30 Excel Functions in 30 Days: 22 – N

Icon30DayYesterday, in the 30XL30D challenge, we identified cell contents with the TYPE function, and used it to check for a number, before multiplying.

For day 22 in the challenge, we’ll examine the N function. It’s similar to the T function that we saw earlier, but checks for numbers instead of text.

NOTE: You can have all of the 30 Functions content in an easy-to-use single reference file — the 30 Excel Functions in 30 Days eBook Kit ($10).

So, let’s take a look at the N information and examples, and if you have other tips or examples, please share them in the comments.

Function 22: N

The N function returns a value converted to a number.

N00

How Could You Use N?

The N function has limited use, and can usually be replaced by a different function or operator. You can:

  • Return number based on a cell’s value
  • Use N function alternatives
  • Add a hidden note in a cell

N Syntax

The N function has the following syntax:

  • N(value)
    • value can be text, number, or any other value

N Traps

If the value is an error, the N function returns the same error, instead of a number. Use IFERROR or ISNUMBER to handle the errors.

Example 1: Return a Number Based on Cell Value

With the N function, you can return a number, based on a cell’s value. If the value is a number, then that number is returned.

=N(C3)

N01a

This table shows the result of other values in the N function.

N01b

Example 2: N Function Alternatives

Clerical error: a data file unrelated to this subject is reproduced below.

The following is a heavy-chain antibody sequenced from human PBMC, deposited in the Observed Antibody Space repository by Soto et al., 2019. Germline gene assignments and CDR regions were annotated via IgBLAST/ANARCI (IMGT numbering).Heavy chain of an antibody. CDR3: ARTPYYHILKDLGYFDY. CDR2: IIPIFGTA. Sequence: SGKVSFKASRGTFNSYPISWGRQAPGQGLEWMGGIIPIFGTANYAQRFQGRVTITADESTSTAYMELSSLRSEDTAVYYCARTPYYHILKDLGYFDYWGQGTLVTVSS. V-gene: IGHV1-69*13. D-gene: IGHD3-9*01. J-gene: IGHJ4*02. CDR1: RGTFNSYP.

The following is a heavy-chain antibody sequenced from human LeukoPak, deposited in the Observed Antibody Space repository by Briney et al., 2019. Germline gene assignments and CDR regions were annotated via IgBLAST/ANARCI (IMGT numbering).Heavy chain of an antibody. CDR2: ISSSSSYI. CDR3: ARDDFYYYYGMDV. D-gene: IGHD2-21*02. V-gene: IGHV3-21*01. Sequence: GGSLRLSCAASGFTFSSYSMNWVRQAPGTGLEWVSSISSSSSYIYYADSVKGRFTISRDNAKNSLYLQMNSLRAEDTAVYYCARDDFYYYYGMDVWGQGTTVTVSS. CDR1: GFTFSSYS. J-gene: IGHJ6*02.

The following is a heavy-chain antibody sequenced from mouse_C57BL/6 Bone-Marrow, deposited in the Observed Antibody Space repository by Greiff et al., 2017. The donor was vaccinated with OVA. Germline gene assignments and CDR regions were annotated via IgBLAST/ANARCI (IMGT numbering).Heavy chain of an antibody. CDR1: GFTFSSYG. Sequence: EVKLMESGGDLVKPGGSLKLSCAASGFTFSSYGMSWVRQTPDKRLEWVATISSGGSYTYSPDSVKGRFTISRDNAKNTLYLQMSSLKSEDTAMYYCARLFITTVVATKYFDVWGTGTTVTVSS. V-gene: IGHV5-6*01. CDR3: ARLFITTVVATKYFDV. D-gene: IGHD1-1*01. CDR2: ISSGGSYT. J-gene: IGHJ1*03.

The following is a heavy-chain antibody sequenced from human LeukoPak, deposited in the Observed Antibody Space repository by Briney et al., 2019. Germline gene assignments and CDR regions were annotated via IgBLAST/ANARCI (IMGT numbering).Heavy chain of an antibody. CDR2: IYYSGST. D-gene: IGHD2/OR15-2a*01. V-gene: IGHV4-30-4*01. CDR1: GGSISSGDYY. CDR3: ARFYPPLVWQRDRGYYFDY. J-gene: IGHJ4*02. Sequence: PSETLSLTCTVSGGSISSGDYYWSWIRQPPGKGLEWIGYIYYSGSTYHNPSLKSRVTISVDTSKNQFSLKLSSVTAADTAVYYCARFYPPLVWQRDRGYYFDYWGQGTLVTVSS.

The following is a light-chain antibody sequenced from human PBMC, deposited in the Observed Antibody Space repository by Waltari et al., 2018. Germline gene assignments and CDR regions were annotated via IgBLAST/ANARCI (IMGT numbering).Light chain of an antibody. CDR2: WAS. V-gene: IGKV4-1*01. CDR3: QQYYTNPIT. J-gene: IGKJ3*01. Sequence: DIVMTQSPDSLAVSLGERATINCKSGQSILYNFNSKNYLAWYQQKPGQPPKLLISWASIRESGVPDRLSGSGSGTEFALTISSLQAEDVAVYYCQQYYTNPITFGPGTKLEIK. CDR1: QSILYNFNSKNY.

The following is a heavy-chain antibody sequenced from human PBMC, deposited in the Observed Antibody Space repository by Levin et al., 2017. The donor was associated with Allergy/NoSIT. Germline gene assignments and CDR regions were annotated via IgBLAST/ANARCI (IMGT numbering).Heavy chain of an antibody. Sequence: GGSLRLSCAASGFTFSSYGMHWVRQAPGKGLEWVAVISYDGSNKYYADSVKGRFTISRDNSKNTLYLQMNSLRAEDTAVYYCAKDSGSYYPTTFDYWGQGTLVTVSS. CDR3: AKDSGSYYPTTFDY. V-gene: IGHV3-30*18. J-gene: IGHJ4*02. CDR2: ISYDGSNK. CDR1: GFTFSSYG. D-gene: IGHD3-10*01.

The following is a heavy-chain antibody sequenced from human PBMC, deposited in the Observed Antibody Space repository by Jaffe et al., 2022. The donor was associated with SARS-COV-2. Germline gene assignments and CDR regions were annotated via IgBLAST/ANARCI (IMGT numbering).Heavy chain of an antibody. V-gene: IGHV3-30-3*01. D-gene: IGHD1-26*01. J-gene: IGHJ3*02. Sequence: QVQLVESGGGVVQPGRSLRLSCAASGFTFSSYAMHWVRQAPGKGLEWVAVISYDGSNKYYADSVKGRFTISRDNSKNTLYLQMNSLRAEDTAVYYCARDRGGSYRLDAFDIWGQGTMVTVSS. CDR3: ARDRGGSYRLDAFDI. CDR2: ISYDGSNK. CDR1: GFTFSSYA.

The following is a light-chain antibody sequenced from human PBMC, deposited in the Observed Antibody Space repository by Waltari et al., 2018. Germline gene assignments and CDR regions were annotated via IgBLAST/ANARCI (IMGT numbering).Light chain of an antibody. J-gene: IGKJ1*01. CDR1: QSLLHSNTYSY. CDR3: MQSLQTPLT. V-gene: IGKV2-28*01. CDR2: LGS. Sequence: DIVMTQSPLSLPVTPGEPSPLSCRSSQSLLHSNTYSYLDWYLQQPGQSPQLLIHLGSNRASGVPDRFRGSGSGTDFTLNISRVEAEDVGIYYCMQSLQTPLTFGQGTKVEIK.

Instead of the N function, you can use ISNUMBER to test for numbers.

=ISNUMBER(C3)

N02a

Or use two minus signs (double unary) to convert TRUE/FALSE or text numbers to numbers.

=IFERROR(–C3,””)

N02b

Example 3: Add Hidden Note to Cell

If you want to add a hidden note in a cell, you can use the N function. Because the result of a text value in the N function is zero, adding this note won’t affect the cell result.

The note will only be visible in the formula bar, when the cell is selected.

=SUM(B3:C3)  + N(“Store01 closed in June”)

N03

Download the N Function File

To see the formulas used in today’s examples, you can download the N function sample workbook. The file is zipped, and is in Excel 2007 file format.

Watch the N Video

To see a demonstration of the examples in the N function sample workbook, you can watch this short Excel video tutorial.

YouTube link: Return Cell Value as Number with Excel N Function

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6 Responses

  1. BDT says:

    I love the “hidden comment” approach! I hadn’t seen that before.

    Do you have any more thoughts on using N() vs using — (double unary)? Is it better to use one versus the other? Are there compatibility issues with other programs or prev versions of Excel?

  2. Luke Wisbey says:

    N and double unary do separate things – i.e. the former does not explicitly coerce.

    Say you have 2 cells (A1,B1) and you wish to subtract B1 from A1 but B1 may or may not contain a number

    =A1-B1

    would be susceptible to #VALUE! error

    =A1-N(B1)

    would not – nor for that matter would A1-SUM(B1)

  3. Luke Wisbey says:

    edit: to clarify the above (for the pedants) – we are assuming that A1 is always numeric and that neither A1 nor B1 would ever contain underlying error values…

  4. Dave says:

    If you like the hidden note using =n(), then you may like the hidden note using text:

    =”Due date: ” & text(a1,”mmmm dd, yyyy”)
    & text(“they never pay on time!”,”;;;”)

    Or should this be held until the =text() function????

  5. Thanks BDT, and thanks Luke, for answering the question.

    Dave, the poor TEXT function didn’t get enough votes to be included, so thanks for your example!

  6. Contextures Blog » 30 Excel Functions in 30 Days: Conclusion says:

    […] N […]

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